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The Biggest Opportunities, Challenges facing 401(k) Plans Today

In the complicated and interdependent ecosystem that makes defined contribution plans so difficult to navigate, everything begins with data, making record keepers the lynchpin. At the fifth annual RPA Record Keeper Roundtable & Thinktank held in New York City and hosted by on Sept. 6-7 before the 2023 Industry Awards (The Wealthies), senior leaders from most of the major firms gathered to discuss their biggest opportunities, challenges and threats, as well as ways to better collaborate not just with partners but with each other.


The major themes throughout the symposium included:

  • Serving the underserved 97% of participants
  • Safe and appropriate use of participant data
  • Leveraging technology
  • Serving small businesses through wealth advisors

The consensus was that, though very difficult, if the industry does not better serve the 97%, the government could step in.

DC record keepers, especially those focused on RPAs, face daunting challenges and amazing opportunities as well, which include:

  • Conversion of wealth, retirement and benefits at the workplace
  • Fee compression fueling consolidation
  • New laws and growing lawsuits

They depend on many partners to help and collaborate with who also face their own challenges and potentially divergent priorities. Of the estimated 288,000 active financial advisors, Cerulli estimates just 13,000 have 50% or more of their revenue from DC plans while 63,000 may have significant DC assets but do not focus on them, leaving another 100,000+ with at least one plan, many of whom have relations with business owners.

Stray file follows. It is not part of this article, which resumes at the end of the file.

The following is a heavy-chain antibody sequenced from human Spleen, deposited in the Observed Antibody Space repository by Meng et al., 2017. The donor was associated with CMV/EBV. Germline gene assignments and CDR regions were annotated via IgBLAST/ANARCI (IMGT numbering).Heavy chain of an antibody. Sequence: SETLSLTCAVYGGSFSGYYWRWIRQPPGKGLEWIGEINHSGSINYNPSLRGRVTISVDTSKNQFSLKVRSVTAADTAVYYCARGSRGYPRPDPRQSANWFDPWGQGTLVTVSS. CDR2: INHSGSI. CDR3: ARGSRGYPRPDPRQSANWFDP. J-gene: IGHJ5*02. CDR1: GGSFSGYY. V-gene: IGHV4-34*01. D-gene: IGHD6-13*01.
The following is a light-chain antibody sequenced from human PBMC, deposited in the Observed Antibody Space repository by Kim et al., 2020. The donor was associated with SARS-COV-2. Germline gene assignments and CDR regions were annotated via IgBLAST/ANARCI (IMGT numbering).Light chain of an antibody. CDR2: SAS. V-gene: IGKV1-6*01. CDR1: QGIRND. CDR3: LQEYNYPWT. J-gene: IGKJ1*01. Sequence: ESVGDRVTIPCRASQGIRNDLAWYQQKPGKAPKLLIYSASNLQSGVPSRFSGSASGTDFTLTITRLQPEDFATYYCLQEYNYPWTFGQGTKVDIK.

In the opening discussion, UCLA Professor Shomo Benartzi, founder and CEO of PensionPlus who won a Wealthies award for in-plan retirement income, bluntly stated that without data, the industry cannot move the needle to serve the underserved and offer retirement income. Laurel Taylor, CEO and founder of Candidly, who also won a Wealthies Award, warned that consumers expect value in exchange for data.

Tim Rouse, SPARK’S Executive Director, said based on focus groups and surveys, each member of the DC ecosystem had a different perspective about data, including:

  • Plan sponsors believe they own the data (or at least are the stewards) and are willing to lend, not give it to providers under the right circumstances
  • Participants want to be helped not exploited
  • Advisors understand the need for positive election
  • Record keepers are concerned about lawsuits and the ability to use minimal data to serve the plan without permission

One record keeper who attempted to supply data to advisors and help them leverage opportunities with participants was disappointed that most did not follow up. Kevin Collins, head of retirement plan services at T Rowe Price, observed that advisors are in the early stages of leveraging wealth opportunities within DC plans and developing the needed wealth stack. On the other hand, wealth firms like Creative Planning do a good job, according the Wayne Park, CEO at John Hancock Retirement, by creating a holistic financial planning looking at all assets, not just DC account balances or IRA rollover opportunities.